After making it all the way to the 2021 Stanley Cup Final, losing in five games to the Tampa Bay Lightning, the Montreal Canadiens have had one of the most interesting offseasons of any team. That much roster turnover is unusual for a team that made it that far in the playoffs, but a decent portion of it has been out of their control.
A good portion of Montreal’s starting 12 forwards will look different next season. Gone down the middle are Phillip Danault, Jesperi Kotkaniemi, and Eric Staal. Dvorak will attempt to replace Danault’s shutdown role with a little more offensive touch but less defensive prowess. Kotkaniemi’s third-line role is likely to be replaced by another young center, most probably Jake Evans. Staal’s fourth-line role will likely be comprised of a more defensive-minded pivot in Cedric Paquette. Their group of wingers will look different too, losing out on Tomas Tatar’s two-way play in favor of a power-play specialist in Mike Hoffman. Gone is veteran Corey Perry in the bottom six, being replaced by another veteran presence in Mathieu Perreault.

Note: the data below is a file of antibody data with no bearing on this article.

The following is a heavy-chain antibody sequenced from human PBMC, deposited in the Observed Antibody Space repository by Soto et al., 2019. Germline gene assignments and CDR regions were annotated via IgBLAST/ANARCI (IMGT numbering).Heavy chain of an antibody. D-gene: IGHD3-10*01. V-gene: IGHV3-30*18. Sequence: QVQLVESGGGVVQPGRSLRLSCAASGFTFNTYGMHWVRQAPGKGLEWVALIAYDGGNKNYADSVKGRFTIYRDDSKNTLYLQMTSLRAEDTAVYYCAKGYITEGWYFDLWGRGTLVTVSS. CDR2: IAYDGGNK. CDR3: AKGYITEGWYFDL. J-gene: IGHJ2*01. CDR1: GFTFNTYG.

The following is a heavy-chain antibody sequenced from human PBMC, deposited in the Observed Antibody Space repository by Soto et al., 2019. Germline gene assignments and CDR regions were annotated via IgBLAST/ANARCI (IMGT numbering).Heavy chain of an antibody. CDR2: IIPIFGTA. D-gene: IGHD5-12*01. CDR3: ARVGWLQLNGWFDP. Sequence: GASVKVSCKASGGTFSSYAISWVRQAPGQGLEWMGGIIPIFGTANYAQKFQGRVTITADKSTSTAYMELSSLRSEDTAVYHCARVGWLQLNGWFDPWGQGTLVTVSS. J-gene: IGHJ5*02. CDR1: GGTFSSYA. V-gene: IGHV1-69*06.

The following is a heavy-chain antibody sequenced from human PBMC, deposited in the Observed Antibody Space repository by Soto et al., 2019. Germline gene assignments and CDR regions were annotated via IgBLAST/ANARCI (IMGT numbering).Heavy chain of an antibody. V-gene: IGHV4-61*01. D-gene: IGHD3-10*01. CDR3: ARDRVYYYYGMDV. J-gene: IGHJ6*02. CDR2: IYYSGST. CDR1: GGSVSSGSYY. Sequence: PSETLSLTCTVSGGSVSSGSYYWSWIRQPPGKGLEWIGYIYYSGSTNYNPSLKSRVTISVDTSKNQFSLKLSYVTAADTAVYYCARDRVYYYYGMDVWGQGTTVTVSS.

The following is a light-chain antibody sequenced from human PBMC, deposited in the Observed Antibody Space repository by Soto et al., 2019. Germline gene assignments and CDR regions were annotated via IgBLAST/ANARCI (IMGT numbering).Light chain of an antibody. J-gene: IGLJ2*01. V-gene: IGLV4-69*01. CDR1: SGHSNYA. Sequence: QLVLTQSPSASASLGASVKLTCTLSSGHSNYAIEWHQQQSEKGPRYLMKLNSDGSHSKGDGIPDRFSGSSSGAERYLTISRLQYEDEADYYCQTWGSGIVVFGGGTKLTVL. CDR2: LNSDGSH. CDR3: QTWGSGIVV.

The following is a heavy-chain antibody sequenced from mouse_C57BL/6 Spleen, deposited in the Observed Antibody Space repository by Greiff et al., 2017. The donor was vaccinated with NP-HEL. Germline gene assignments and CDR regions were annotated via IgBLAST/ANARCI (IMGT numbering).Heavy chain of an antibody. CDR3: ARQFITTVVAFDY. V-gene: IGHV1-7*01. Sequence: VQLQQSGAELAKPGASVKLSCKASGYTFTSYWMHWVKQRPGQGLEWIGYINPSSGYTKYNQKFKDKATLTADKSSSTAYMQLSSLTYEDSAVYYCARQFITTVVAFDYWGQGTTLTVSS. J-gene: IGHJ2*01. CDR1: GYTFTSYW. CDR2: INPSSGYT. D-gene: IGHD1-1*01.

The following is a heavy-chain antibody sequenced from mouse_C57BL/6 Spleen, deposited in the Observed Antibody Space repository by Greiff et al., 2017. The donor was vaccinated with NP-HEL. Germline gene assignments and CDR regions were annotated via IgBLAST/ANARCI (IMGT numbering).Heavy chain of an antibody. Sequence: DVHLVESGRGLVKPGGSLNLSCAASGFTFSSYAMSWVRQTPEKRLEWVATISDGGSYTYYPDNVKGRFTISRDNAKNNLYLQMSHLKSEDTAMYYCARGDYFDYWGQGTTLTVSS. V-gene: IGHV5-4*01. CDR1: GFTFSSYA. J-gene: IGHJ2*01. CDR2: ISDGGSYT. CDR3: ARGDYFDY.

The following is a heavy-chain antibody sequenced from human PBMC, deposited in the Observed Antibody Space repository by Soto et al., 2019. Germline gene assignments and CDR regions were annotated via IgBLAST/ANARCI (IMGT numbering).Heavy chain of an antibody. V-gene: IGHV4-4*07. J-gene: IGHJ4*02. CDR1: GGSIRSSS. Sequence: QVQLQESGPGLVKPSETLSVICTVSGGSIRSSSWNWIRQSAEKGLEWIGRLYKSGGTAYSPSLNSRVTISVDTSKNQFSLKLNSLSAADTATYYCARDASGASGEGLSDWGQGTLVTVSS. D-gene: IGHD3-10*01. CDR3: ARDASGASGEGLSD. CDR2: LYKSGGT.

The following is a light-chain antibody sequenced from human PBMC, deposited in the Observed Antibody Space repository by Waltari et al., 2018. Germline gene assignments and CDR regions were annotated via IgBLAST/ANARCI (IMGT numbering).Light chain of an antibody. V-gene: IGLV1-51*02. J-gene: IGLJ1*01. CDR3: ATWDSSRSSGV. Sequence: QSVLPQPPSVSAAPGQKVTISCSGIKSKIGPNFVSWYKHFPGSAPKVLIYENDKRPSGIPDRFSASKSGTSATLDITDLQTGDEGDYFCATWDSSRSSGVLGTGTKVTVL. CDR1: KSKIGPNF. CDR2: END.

The team’s defense faces the loss of the team’s captain in Shea Weber. His injury will keep him out for at least this entire season and puts the rest of his career in jeopardy. His absence will be replaced by committee, as youngster Alexander Romanov and new addition David Savard should see more minutes. The left side stays relatively constant from last season, and overseas addition Chris Wideman could challenge for some games as well.
A tandem of Carey Price and Jake Allen returns after a successful regular season campaign.
However, a team that barely squeaked into the playoffs last season returns with some question marks. Full seasons of Jonathan Drouin and Cole Caufield help boost the team, but downgrades from Danault to Dvorak and Tatar to Hoffman raise near-negating doubts. The success of youngsters like Evans and Romanov will be crucial if Montreal wants to make a return to the playoffs in 2022, and they’ll need repeat performances from players such as Jeff Petry and Josh Anderson.
So the question to you, PHR readers, is this: has Montreal done enough this offseason to yield a playoff team in an increasingly competitive Eastern Conference? Make your voice heard below:
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